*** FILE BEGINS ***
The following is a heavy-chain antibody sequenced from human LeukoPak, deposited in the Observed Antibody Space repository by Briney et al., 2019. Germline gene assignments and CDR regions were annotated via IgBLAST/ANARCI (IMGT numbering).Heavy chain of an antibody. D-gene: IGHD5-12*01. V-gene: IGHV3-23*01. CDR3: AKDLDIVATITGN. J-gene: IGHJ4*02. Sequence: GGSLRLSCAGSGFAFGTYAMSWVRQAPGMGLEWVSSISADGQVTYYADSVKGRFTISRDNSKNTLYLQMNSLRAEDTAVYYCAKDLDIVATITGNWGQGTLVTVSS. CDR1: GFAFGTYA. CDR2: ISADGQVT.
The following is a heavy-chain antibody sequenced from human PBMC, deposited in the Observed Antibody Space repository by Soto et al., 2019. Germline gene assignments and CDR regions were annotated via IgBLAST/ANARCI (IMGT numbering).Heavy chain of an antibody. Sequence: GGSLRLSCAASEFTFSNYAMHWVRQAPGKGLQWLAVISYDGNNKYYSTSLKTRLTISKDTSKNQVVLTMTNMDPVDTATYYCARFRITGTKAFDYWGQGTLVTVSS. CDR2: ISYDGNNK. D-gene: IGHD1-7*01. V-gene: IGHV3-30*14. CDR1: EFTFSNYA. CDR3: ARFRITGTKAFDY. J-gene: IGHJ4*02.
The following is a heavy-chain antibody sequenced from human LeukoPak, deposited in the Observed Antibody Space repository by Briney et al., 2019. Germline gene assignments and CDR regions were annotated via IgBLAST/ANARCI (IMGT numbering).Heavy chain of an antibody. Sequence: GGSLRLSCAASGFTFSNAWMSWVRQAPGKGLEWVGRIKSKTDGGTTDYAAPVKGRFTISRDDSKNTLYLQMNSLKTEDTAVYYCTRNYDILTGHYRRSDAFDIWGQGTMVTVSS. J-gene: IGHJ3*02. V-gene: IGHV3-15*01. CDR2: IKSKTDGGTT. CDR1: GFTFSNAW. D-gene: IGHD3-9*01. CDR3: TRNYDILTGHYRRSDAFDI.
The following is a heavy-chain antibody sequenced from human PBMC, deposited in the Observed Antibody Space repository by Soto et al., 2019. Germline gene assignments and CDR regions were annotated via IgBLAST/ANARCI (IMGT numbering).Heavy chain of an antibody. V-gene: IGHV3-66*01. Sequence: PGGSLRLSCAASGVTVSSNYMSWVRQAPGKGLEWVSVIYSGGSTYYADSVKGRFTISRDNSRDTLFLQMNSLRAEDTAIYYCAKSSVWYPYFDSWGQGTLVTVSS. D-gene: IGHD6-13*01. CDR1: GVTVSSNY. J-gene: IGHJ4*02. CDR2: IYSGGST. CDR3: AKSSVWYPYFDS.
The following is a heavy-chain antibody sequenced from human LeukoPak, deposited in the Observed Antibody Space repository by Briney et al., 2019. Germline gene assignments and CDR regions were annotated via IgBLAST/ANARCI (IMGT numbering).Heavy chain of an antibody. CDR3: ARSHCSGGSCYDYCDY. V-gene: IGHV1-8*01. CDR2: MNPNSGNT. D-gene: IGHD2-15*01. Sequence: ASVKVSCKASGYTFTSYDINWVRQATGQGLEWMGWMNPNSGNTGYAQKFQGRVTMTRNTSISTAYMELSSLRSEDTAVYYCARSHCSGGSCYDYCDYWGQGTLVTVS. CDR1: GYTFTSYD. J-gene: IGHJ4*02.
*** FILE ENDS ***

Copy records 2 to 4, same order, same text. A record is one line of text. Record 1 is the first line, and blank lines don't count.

The following is a heavy-chain antibody sequenced from human PBMC, deposited in the Observed Antibody Space repository by Soto et al., 2019. Germline gene assignments and CDR regions were annotated via IgBLAST/ANARCI (IMGT numbering).Heavy chain of an antibody. Sequence: GGSLRLSCAASEFTFSNYAMHWVRQAPGKGLQWLAVISYDGNNKYYSTSLKTRLTISKDTSKNQVVLTMTNMDPVDTATYYCARFRITGTKAFDYWGQGTLVTVSS. CDR2: ISYDGNNK. D-gene: IGHD1-7*01. V-gene: IGHV3-30*14. CDR1: EFTFSNYA. CDR3: ARFRITGTKAFDY. J-gene: IGHJ4*02.
The following is a heavy-chain antibody sequenced from human LeukoPak, deposited in the Observed Antibody Space repository by Briney et al., 2019. Germline gene assignments and CDR regions were annotated via IgBLAST/ANARCI (IMGT numbering).Heavy chain of an antibody. Sequence: GGSLRLSCAASGFTFSNAWMSWVRQAPGKGLEWVGRIKSKTDGGTTDYAAPVKGRFTISRDDSKNTLYLQMNSLKTEDTAVYYCTRNYDILTGHYRRSDAFDIWGQGTMVTVSS. J-gene: IGHJ3*02. V-gene: IGHV3-15*01. CDR2: IKSKTDGGTT. CDR1: GFTFSNAW. D-gene: IGHD3-9*01. CDR3: TRNYDILTGHYRRSDAFDI.
The following is a heavy-chain antibody sequenced from human PBMC, deposited in the Observed Antibody Space repository by Soto et al., 2019. Germline gene assignments and CDR regions were annotated via IgBLAST/ANARCI (IMGT numbering).Heavy chain of an antibody. V-gene: IGHV3-66*01. Sequence: PGGSLRLSCAASGVTVSSNYMSWVRQAPGKGLEWVSVIYSGGSTYYADSVKGRFTISRDNSRDTLFLQMNSLRAEDTAIYYCAKSSVWYPYFDSWGQGTLVTVSS. D-gene: IGHD6-13*01. CDR1: GVTVSSNY. J-gene: IGHJ4*02. CDR2: IYSGGST. CDR3: AKSSVWYPYFDS.